One viewpoint from which to witness the evolution is through the eyes of Londonist_com, which rejoices in it all, from the quaint, such as Duck Island Cottage; to the inventive, like Thomas Heatherwick cooling vents; to the out-and-out fun, like this temporary Heinz Baked Bean museum; to the extraordinary, as demonstrated by this recent Will Alsop-designed addition to Queen Mary’s University. And that’s not to mention all the cool cafes and bits of graffiti and everyday examples of Londoners’ creativity and eccentricity. London, we love you.

Historic England

Historic England does just what it says on the tin: it helps people to care for and celebrate the country’s unique history. But unlike other feeds dedicated to the legacy of years gone by, its little squares typically feature shots dug out from the archives.

Want to see an image of Leighton House from 1895, when Frederic Leighton actually lived within its opulent interior? How about a view of browsers at Portobello Market in the 19th-century? Or a beautiful old saddlers shop in Suffolk in 1949? Sure, a few of these sights are now anachronisms, but more of them are not, such as this view of Stamford’s High Street in 1967, when it became the country’s very first Conservation Area. A feed to while away hours and hours to, with the sensation that you’re digging through old family albums. And when you go to the actual places it features, the feed makes a wonderful resource for games of spot-the-difference.

BRITAIN Magazine

BRITAIN is the official for the tourist board, Visit Britain, and each of its tiles are suitably pretty and picturesque. Take, for example, this snap taken at the Armchair Bookshop in Edinburgh as the Edinburgh International Book Festival gets underway.

Or the blue sky capture of Oxford’s achingly beautiful Botanic Gardens, with Magdalen College (in our humble opinion the most beautiful of them all amongst the dreaming spires). If you’re planning a trip anywhere in the country, it’s worth scrolling through these squares for inspiration and historical detail. Britain in its best light.

Visit England

And speaking of the tourist board, Visit England’s Insta account hardly scrimps on knock-out images of Blighty to make you wonder why you ever bother with the faff and expense of flying. We love this swoon-inducing autumnal shot of Broadway Tower being photo-bombed by a passing stag.

And we’re absolutely head over heels about this sensational image of Shri Swaminarayan Mandir in none other than Neasden, which elegantly expresses how welcoming other cultures only adds to, rather than diminishes, our cultural riches. Travel round the quaint streets of Bradford upon Avon, and onto the new and glorious Sky Garden in the capital, with its attendant resplendent views, right through to the Lake District at sunset and then voyage straight across to Winnats Pass in the Peak District, which was once, improbably, home to a tropical sea (who knew?).

Thanks to VE’s feed, you can do all this without once leaving your desk – although we’d highly recommend picking your favourite few squares and then heading there for real.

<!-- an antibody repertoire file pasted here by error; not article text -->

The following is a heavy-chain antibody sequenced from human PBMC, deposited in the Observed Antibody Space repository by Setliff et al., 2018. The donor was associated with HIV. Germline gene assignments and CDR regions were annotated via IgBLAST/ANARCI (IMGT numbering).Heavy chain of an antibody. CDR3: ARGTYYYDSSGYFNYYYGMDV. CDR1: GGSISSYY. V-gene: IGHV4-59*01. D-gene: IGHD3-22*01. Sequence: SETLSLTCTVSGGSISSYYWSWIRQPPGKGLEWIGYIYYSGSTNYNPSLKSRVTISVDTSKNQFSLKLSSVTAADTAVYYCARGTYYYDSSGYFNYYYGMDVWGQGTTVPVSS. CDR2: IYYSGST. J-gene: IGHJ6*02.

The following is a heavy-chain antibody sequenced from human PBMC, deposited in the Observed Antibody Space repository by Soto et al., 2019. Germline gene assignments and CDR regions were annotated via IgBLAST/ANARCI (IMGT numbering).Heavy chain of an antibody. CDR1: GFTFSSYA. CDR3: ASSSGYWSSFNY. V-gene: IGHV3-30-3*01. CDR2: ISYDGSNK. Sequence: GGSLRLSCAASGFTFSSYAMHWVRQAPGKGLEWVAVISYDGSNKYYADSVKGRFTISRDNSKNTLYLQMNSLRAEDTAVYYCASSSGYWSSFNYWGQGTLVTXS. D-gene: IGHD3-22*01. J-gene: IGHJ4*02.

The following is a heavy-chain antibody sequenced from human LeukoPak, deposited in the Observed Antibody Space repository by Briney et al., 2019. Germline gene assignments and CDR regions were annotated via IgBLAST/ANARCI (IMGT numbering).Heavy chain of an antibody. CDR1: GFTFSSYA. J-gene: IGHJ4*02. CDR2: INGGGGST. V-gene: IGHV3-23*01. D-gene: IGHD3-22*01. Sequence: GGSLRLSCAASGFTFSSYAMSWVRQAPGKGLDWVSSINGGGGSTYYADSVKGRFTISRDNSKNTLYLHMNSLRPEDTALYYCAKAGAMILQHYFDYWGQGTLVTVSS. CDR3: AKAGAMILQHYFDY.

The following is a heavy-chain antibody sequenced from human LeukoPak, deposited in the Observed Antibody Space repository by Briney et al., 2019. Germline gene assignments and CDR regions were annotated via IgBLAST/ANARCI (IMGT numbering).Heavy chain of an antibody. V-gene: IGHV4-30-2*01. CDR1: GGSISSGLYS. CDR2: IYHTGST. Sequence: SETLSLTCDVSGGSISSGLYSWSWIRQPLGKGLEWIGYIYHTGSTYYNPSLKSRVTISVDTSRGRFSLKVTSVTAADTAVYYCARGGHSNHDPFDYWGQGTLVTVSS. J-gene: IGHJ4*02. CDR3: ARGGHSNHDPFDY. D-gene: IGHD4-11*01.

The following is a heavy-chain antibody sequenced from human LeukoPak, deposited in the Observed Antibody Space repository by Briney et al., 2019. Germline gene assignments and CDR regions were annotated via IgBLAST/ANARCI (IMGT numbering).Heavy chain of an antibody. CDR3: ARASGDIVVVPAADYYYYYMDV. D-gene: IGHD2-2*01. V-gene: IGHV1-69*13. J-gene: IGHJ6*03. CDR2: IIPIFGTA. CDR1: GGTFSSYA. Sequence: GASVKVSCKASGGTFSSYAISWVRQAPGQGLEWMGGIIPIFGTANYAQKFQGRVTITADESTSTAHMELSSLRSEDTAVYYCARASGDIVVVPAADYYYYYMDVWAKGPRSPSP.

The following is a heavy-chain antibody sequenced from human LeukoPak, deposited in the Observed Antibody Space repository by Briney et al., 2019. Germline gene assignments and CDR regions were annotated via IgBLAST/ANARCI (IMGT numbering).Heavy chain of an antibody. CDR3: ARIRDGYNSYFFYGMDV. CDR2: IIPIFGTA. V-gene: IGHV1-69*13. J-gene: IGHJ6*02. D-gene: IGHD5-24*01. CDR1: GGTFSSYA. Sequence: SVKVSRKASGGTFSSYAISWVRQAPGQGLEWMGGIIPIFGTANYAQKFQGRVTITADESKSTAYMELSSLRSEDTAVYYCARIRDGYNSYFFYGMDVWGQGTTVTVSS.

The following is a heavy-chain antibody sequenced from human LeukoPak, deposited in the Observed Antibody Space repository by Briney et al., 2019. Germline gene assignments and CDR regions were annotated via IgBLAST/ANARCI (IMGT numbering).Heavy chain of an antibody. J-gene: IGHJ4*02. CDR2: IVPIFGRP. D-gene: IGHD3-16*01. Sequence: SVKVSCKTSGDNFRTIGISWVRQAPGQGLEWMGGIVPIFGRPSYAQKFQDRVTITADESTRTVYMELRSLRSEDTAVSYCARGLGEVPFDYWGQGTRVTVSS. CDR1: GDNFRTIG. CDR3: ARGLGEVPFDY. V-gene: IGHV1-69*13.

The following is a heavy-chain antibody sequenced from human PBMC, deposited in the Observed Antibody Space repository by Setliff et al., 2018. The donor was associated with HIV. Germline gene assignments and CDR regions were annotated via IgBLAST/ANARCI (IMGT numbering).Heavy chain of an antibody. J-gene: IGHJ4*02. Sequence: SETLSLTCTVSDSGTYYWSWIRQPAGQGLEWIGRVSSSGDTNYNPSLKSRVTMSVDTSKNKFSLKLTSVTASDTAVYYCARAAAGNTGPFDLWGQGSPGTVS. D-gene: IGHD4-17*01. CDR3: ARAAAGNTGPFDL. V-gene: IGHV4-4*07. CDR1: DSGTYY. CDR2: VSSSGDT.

Alladale Wilderness Reserve

This place is the real deal. Owned by Paul Lister, heir to the MFI Furniture fortune, and real monarch of the glen, Alladale Wilderness Reserve is situated north of Inverness, and in its 23,000 acres, something ground breaking is happening, as documented on its exemplary Instagram feed. As the world heats up and people talk more and more of the power of trees to stem the damage wrought by man-made pollutants, Alladale Lodge is walking the walk. Over the past decade, the team has planted nearly a million trees, in its effort to reforest its small portion of the Caledonian Forest, only one per cent of which remains.

Lister has unfairly been painted as the eccentric architect of a Jurassic Park-style creation, thanks to his plans to reintroduce the indigenous wolves, wild boar, wild cats and even brown bear that once roamed here. But there’s nothing mad about the plans; they are all designed with one aim: to allow the trees to grow by reinstating natural eco-systems. Without natural predators, the proliferation of deer meant that sapling trees rarely made it past just that, their sapling days. You can stay at Alladale, either at the main lodge or in one of the cottages strewn across the stunning land. We love trawling this feed for the eyeful of Scottish majesty, as well as the animals. Wolves and bear might not have been instated yet, but who can resist this video of the new resident wild kitten? Great, both for travel and eco inspiration.

Country Life Magazine

Country Life Magazine has been celebrating the joys of rural life since 1897. And whilst its Instagram feed is not quite as old as that, its contents attest to its longevity. What Anglophile could not delight in its celebration of Georgian architecture, as per Reddish House, which once belonged to Cecil Beaton?

And when it posts vistas as perfectly idyllic as you can imagine, whether in Scotland or across The Slad Valley in Gloucestershire (the setting for Cider with Rosie), or a view of Winchester’s River Itchen in the early morning, dreams of far-flung destinations strangely and suddenly recede to nothing.

Updated October 2022
By Nancy Alsop